So ... the abundance of food results in the abundance of people, which big agriculture uses as justification for continuing the aggressive practices that increase population (I'm not sure if Quinn says this, but it's how I see it).

Quinn's idea (expressed through his protagonist) is that when food supply starts to drop off, population will level off, too. He's not advocating starving anyone, either. He simply asserts that people are made of food -- there has to already BE food, for new people to grow.

This makes a lot of sense to me, and I'm strongly in favor of "the powers that be" forgetting about meeting production quotas, and focusing in on the sustainable practices that are the key to health for everyone: earth, and all the plants and creatures that inhabit her.
post #155 of 219
Quote:
Originally Posted by savithny View Post
I know we're getting way off topic here, but my opinion is colored by the fact that my DH does agricultural research. I've seen the charts he has on the amounts of "tillable" land on the planet, the percentages of it currently under cultivation, and the outputs possible from it with "ideal" yields of current crops. Earth isn't full yet, and redistribution of food resources from richer to poorer countries would help a lot -- but statistically, there will be a point --sooner or later -- at which the population exceeds the ability of the tillable soil on the earth to produce enough calories to feed everyone. Current projections put that point a little sooner than most people think. The faster we get there, the less ready we will be for it with better, more sustainable farming practices.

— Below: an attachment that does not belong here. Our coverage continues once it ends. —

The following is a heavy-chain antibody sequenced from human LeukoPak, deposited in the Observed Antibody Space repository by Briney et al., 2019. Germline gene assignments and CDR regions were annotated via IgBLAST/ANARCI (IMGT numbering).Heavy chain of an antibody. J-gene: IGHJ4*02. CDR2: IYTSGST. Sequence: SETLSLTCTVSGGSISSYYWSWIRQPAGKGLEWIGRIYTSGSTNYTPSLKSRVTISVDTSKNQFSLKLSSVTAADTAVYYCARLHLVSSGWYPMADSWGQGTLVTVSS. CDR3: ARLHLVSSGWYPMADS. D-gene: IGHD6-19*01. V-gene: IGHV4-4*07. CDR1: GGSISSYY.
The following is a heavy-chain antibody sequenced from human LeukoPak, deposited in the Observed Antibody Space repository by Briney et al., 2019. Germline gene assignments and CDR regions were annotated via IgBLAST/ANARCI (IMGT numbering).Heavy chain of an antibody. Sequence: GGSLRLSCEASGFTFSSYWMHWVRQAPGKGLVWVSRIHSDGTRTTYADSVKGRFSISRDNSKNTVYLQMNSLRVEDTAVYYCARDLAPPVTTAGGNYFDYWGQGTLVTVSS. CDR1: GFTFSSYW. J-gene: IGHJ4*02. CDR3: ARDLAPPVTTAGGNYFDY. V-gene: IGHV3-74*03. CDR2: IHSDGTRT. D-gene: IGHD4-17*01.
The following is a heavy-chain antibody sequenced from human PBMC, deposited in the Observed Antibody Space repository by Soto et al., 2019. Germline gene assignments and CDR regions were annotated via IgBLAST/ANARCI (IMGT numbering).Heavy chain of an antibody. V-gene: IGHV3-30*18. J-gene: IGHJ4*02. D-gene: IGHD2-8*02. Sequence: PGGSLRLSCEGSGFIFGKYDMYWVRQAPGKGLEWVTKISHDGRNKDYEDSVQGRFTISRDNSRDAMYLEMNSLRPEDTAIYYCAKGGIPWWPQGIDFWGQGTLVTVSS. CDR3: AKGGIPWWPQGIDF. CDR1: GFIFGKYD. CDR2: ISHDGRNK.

But consumption is a different issue from family size. A large family can eat carefully and consume less food than a small family with a high consumption rate eats/ wastes. Packaged and frozen foods are also resource gobblers, compared to homemade food made with basic staples.

The waste and consumption in America alone is sickening... it's not about numbers of people, but the amount each individual consumes. We are a society of waste and indulgence. I can't even stand eating out at restaurants anymore because I'm sickened by the amount of food I see thrown away. I had a friend who waitressed through college and she said it wasn't unusual for people to eat less than 1/4 of the food on her plate. The rest was thrown away.

The last time I went out to eat at a nice restaurant, I was served enough food to feed 3 or more people. It was so disturbing I just swore off eating out entirely.
post #156 of 219
Quote:
Originally Posted by meowee View Post
I had a friend who waitressed through college and she said it wasn't unusual for people to eat less than 1/4 of the food on her plate. The rest was thrown away.
Don't people even do doggie bags, anymore? When we don't finish something in a restaurant (that's the kids more often than me or dh), we bring the rest home, and eat it the next day.
post #157 of 219
Well, our doggie bags go to the dog, because we love her

Something else: DH and I are both onlies. My mum and dad were both one of two, his mum and dad were one of three or four respectively. His mum and my dad both died over 10 years ago, when we were in our early twenties.
We're now in a situation where my FIL is wheelchair bound with rheumatoid arthritis and because of shame about his medical conditions, chooses not to leave the house. He's entirely dependent on others, and his brothers, who helped support him before DH finished his education and moved here, are getting on a bit themselves. One has arthritis and is being treated for cancer, one has a wife with alzheimers. They've both got their hands full.